Suraya chose to read and review The Scarlet Wench by M. K. Graff
Review by Suraya Dewing
The Scarlet Wench
By M.K. Graff
Sometimes a story lingers after you have read it. The Scarlet Wench did that for me. I thoroughly enjoyed the way M.K. Graff crafted her characters, especially Nora Tierney, the heroine of the novel and of the series.
She struggles against an impulse to get involved with investigating the unfolding mystery around a murder and other gruesome events that appear to target a cast of second-rate actors staying at Ramsey Lodge. Her friend Simon owns Ramsey Lodge and hopes to improve ailing finances by holding a performance of Blithe Spirit by Noel Coward.
She eventually gets her opportunity when the investigating officer Declan, with whom she is in love, agrees, somewhat reluctantly to her taking the role of Elvira in place of Gemma. Nora argues the only way to find out who is committing the crimes is to infiltrate the group.
Nora is thoroughly believable with her insecurities over Declan, her detective lover and concerns for the safety of Sean, her son.
The scenery descriptions were wonderful and I felt as though I walked around Lake Windermere with the characters as they pondered the mystery of who was murdering cast members and why.
The juxtaposition of events in the story with Blithe Spirit was an interesting technique in that it added colour and texture to what was essentially a mystery novel. It was also fun to rediscover one of my favourite plays. Graff cleverly weaves the two plots right down to the falling chandelier.
This is an excellent and thoroughly enjoyable read.
Noelle chose to read and review The Scarlett Wench by Marni Graff
Book Review: The Scarlet Wench by M. K. Graff
I was intrigued by the title of this book and discovered I had selected a true British cozy, a murder mystery with an alluring setting: an old inn on the west coast of England’s largest lake, Lake Windermere, in Cumbria, England. Cumbria is the Lake District National Park, and the author describes its beauty well in the pages of this book.
Nora Tierney, an American writer, has agreed to help Simon Ramsey, co-owner of Ramsey Lodge (the inn), run the inn while his sister, the other owner, is away in France on her honeymoon. Simon is the illustrator of Nora’s children’s books and was once in love with Nora. When Nora did not reciprocate, his affection found a new object: Maeve Adams, who is the manager of Ramsey Lodge. On this weekend a troupe of actors will encamp in the Lodge to stage Noel Coward’s play “Blithe Spirit,” and Simon needs help managing his peripatetic guests and all their needs. Nora’s love is Detective Inspector Declan Barnes, who works for the Oxford police. He is taking a much needed vacation at Ramsey Lodge, ostensibly to hike but really to spend time with Nora. Complicating their relationship is the fact that Nora has a six month old son, Sean, whose father is dead; his parents, whom Nora met at his funeral and dislikes, don’t know they have a grandson.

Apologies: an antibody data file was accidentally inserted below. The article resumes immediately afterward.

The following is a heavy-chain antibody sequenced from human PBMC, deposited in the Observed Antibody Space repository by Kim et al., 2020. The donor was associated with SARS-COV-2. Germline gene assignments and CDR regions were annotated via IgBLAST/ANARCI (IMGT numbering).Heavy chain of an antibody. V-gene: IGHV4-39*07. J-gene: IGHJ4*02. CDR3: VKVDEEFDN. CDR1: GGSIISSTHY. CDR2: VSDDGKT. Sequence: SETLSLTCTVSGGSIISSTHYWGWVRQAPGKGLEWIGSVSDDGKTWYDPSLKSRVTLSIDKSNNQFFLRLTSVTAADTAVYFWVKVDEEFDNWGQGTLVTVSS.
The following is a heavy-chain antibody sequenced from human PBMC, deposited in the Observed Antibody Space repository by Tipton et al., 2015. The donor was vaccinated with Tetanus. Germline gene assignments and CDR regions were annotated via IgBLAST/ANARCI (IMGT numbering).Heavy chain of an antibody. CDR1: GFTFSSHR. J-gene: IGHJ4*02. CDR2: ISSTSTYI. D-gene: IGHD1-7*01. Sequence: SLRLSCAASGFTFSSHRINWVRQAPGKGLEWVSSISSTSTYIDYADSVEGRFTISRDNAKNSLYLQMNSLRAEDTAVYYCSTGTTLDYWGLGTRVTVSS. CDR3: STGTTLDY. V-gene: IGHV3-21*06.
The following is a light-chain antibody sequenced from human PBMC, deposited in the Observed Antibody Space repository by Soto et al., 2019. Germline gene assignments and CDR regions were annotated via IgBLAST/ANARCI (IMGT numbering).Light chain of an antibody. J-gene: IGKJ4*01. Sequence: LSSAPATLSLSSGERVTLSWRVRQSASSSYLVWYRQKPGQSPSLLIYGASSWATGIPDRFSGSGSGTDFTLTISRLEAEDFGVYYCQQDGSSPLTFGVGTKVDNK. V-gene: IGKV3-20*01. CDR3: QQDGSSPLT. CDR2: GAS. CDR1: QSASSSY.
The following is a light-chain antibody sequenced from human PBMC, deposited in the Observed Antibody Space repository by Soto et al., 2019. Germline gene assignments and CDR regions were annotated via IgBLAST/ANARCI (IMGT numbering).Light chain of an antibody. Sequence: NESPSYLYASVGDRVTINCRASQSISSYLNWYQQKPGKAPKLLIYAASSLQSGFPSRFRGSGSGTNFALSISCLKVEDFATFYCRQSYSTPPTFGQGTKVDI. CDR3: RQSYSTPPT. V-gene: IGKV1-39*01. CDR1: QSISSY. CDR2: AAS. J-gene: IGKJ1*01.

The actors recruited for the play are wonderful characters in themselves: Grayson Lange, the head of the troup and an aging, narcissistic playboy, accompanied by Fiona Church, whom he recently broke off with and the voluptuous blonde Gemma Harwell, the new object of his attentions. Poppy Braeburn doubles and the troupe’s costume designer and has designs on Grayson. Rupert Denton and Lydia Brown are aging actors with a grudge against Grayson: their daughter committed suicide shortly after Grayson ended their relationship. The most amusing troupe member is Helen Mochrie. She plays Madame Arcati in the play and is in character practically the whole time. Spoiler alert: she is also Grayson’s mother. The reader is drawn into the difficult, interwoven relationships of the troupe from the moment they arrive at the Lodge, and I found myself wondering why they were there and what were they up to?
A series of pranks sets the action in motion – a dead rabbit on a pillow, a trip wire on the stair – nasty deeds which escalate to a murder. A massive storm traps the troupe and the staff at the Lodge, and Nora who has become increasingly worried for the safety of her child, is determined to stick her nose into the mystery and help Declan unmask the killer. She agrees to take on the role of the person murdered in the play to get closer to the principle actors, but is under more pressure because a lawyer representing Sean’s grandparents is scheduled to meet her after the weekend.
In true British mystery form, there are a number of ancillary characters, any one of which could be the killer: the cook, the part-time staff person, and the Lodge’s handy man, who lost his wife some months before in a hit and run and who was hired as the stage manager. Who might have done the crime?
To augment the format of a British mystery, there is a cast of characters and a map of the Lodge at the beginning, along with chapter epigrams which are all lines from the play and which give the hint that the play’s plot is subtly influencing the action.
If I had any criticism of the book, it would be its rather slow start – but isn’t that typical of a British mystery? – and the fact that the baby Sean is practically perfect in every way. Would that my son had been that good at six months!
This is the third in the Nora Tierney mysteries, and I recommend it to anyone who loves this type of mystery – and many who might like to try one. I think a read of the previous two is definitely in order, but this one can be read as a stand alone.